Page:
A recent rash of headlines in commercial media must have been just what the Treasurer was hoping for when journalists were briefed about Federal budget plans to reduce the excise on beer.
Covering the ‘Cheaper Beer Pledge’, a Nine Network reporter made clear that he thought this a good thing, including for the industry. “It will also secure much needed votes for the Coalition moving into the election so the Prime Minister obviously is listening to the voters and to industry leaders as they try to get back on their feet….” he added.
The Herald Sun also saw the move as a political vote-winner: ‘Beer wins elections’: Excise tax cut plan is a ‘political plug’.
As well as scoring promotional mainstream media coverage, industry groups including the Australian Hotels Association and Brewers Association are focusing their activities on marginal seats.
This week the health sector fought back.
General practitioners, medical specialists, public health advocates, community leaders and a stack of health organisations – including Cancer Council Australia, the National Aboriginal Community Controlled Health Organisation (NACCHO), the Aboriginal Drug and Alcohol Council (SA), the Australasian College for Emergency Medicine, the National Rural Health Alliance, Public Health Association of Australia and VicHealth – are among more than 80 signatories to an open letter sent this week to the Treasurer and Federal Health Minister, as well as media outlets.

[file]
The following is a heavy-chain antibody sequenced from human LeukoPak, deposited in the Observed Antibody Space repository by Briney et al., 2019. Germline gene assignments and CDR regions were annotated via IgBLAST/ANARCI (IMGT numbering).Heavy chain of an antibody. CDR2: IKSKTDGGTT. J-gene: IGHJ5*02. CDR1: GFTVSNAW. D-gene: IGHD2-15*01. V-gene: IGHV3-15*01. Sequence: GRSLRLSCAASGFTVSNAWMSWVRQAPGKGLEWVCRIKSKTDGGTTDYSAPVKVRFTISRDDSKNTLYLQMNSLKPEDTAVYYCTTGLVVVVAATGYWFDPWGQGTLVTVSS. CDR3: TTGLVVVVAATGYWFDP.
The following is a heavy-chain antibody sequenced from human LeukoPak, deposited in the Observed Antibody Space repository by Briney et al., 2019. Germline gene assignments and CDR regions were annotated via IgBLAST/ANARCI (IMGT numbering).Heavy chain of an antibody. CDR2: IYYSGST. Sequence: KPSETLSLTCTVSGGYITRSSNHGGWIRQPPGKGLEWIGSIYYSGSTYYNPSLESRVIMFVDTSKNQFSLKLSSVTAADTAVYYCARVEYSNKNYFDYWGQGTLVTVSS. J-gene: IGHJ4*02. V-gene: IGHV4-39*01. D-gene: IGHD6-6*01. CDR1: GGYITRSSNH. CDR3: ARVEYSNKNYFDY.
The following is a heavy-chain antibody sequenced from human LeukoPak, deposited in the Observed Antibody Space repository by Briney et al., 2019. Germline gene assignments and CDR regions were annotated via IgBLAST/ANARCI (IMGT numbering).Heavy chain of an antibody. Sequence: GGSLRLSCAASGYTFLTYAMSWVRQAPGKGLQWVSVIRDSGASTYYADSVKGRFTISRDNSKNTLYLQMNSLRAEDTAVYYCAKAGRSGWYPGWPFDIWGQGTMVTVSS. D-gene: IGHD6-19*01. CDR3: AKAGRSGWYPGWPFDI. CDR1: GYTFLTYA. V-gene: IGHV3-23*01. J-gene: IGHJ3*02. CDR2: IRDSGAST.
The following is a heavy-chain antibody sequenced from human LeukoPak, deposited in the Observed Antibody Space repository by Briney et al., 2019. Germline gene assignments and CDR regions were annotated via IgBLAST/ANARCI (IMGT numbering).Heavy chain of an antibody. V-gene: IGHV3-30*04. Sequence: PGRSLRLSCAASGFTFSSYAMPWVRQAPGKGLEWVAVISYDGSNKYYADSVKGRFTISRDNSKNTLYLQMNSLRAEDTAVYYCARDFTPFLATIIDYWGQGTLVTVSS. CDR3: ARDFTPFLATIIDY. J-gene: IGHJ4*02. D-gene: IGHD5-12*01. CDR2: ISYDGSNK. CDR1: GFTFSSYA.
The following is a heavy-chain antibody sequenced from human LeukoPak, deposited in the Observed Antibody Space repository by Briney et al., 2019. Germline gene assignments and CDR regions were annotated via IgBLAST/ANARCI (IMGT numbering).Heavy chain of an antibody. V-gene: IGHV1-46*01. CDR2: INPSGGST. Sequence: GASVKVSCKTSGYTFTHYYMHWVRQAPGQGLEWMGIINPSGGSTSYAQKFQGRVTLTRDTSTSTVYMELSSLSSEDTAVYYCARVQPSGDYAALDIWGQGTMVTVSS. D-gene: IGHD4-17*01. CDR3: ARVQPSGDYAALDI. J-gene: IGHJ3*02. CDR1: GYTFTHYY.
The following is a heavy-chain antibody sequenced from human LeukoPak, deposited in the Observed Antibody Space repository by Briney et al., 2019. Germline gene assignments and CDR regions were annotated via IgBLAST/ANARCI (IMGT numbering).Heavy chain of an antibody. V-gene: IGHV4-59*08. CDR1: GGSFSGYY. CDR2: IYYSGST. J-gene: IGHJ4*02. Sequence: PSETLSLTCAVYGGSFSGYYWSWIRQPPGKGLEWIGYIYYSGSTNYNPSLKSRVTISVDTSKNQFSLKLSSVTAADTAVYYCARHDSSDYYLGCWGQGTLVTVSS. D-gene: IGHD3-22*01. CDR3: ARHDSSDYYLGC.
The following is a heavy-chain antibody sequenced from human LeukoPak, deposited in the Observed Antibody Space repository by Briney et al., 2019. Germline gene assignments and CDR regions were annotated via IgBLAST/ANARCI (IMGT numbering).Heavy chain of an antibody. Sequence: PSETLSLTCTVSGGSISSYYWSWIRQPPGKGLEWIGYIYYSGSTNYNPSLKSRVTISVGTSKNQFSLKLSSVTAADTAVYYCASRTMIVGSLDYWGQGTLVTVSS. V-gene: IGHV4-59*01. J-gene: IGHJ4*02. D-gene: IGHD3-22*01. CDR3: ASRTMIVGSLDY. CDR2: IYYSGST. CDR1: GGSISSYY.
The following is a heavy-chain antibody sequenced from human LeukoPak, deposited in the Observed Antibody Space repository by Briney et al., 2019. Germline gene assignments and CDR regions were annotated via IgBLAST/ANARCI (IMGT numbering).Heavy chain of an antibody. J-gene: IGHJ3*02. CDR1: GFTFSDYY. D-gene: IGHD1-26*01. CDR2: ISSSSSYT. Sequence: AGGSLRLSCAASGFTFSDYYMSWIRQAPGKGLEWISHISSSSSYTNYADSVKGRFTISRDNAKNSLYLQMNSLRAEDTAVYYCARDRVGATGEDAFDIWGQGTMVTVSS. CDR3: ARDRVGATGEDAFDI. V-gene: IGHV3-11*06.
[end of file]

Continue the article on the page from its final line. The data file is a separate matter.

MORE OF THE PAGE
The Foundation for Alcohol Research & Education (FARE), which is coordinating the campaign, told Croakey today that organisations and individuals are still signing up to support the letter, while the Australian Dental Association is also planning to write to the Treasurer. A FARE spokeswoman invited Croakey readers who’d like to sign the letter to contact the organisation’s media team.
In an accompanying media statement, Aboriginal Drug and Alcohol Council CEO Adjunct Associate Professor Scott Wilson said at a time when many alcohol and other drug services are seeing an influx of people seeking help, the Government is sending the wrong message by considering alcohol tax cuts.
“We’re already seeing a flood of people trying to access services because of alcohol, and I shudder to think of the impact on the community, if the price of alcohol is cut,” he said.
Australasian College for Emergency Medicine President Dr Clare Skinner said that alcohol and other drug harm is one of the largest, preventable public health issues facing emergency departments (EDs). “Cutting alcohol taxes could drive more harm and further increase avoidable presentations to EDs,” she said.
FARE CEO Caterina Giorgi said alcohol lobbyists have been pushing to cut alcohol taxes for decades. “Now they are using the cover of the pandemic to push their agenda,” she said. “At a time when alcohol harms and demand for health and community services are rising, it makes no sense to cut alcohol taxes, which will increase alcohol harm.”
Will political imperatives trump health concerns? It wouldn’t be the first time…
See Croakey’s archive of articles on the commercial determinants of health.